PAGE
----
Christmas odds and ends


So it’s nearly Christmas and I realise that I’ve been running behind even on the self-promotion (such as it is) in here. Fear not, I’ll have you caught up in no time, or just in time to wish you a merry one.

ITEM My exhibition Michelangelo & Sebastiano, which showed at the National Gallery last spring, was nominated for Exhibition of the Year at the Apollo Awards. Although we were beaten for the award by the amazing Raphael exhibition at the Ashmolean Museum, it was needless to say an honour to be considered. I am proud of the work we did, warts and all, and hope some of you had the chance to come see it.

ITEM Speaking of Michelangelo and Raphael, they are — of course — two parts of the ‘Big Three’ constellation we are currently showing in room 20 at the National. The Royal Academy generously lent us Michelangelo’s Taddei tondo for Michelangelo and Sebastiano and have let us keep it till the end of January while they’re renovating and preparing its new display in time for their anniversary. For various reasons, my full online interpretation treatment on went live a few weeks ago. You can look at it here, and you can of course watch my Facebook Live introduction — previously posted – here.

Cornelis Cort after design by Titian, The Annunciation, second state, c. 1566, engraving


ITEM I reviewed Peter Lüdemann’s Tiziano. Le botteghe e la grafica in the December issue of The Burlington Magazine. on the use of graphic media in the Titian workshop. A stimulating if slightly incoherent book, which at times skirts the difficult issues but nevertheless collates little-studied material in enlightening ways. Here are my concluding remarks:

Lüdemann’s book is a welcome
addition to the literature. In addition
to providing the first analytical overview of
print production both in Titian’s workshop
and outside it, its central argument about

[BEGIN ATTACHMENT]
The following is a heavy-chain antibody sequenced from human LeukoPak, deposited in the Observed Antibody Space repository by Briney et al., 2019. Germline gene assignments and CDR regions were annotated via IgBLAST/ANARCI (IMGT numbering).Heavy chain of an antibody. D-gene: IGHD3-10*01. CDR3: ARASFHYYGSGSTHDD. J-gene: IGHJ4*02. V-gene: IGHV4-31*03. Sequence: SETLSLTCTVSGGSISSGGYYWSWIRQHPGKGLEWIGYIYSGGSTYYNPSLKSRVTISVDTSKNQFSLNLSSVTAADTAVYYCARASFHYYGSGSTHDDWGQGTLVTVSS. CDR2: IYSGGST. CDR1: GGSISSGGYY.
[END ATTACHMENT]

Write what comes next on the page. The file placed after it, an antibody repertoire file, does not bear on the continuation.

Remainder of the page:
collaboration is strong. Titian himself never
cut, engraved or etched, which means that
any consideration of prints relating to his
output necessarily involves his workshop
practice and his arrangements with fellow
artists, printmakers and printers. It should
be obvious to any reader of this flawed but
fascinating book that the prints, and indeed
the drawings relating to them or otherwise
analogous to their function, are a particularly
illuminating key to a better understanding
of Titian’s work as a whole.

Read it at your local art library!

ITEM Our Christmas video series at The National Gallery this year focuses on gold as its theme. I participated briefly (see above) in the section devoted to the gilding of frames, discussing with our Head of Framing Peter Schade the spectacular altarpiece frame he created for the Gallery’s Raising of Lazarus by Sebastiano and Michelangelo, which debuted in the aforementioned exhibition and is now on view around the painting in the Gallery’s room 8.

Merry Christmas!

Celebrating Paul Joannides

It was a great pleasure, in the run-up to Christmas, to announce the publication of the latest issue of the art history anthology Artibus et Historiae, which is a special issue dedicated to Professor Paul Joannides, formerly of the University of Cambridge, now Emeritus.

I was one of the guest editors of this project, working with a group of Paul’s former students and friends to put together a publication that we thought he would enjoy, a Festschrift to mark his retirement a few years ago, but beyond that of course his significance as a scholar and teacher in his field. It was all kept a secret and took about two years. We’re proud of the publication and happy in this way to honour a great teacher, mentor and person.

The list of contributors includes many of Paul’s friends and colleagues, some who have known him for most of their lives and some who only got to know him in recent years, as his last students. The list of contents can be perused through the link above.

I managed to contribute an article myself. Here’s the abstract: Continue reading ‘Celebrating Paul Joannides’

Merry Christmas from the National Gallery

This is the kind of thing that helps me cope. Apologies for any awkwardness!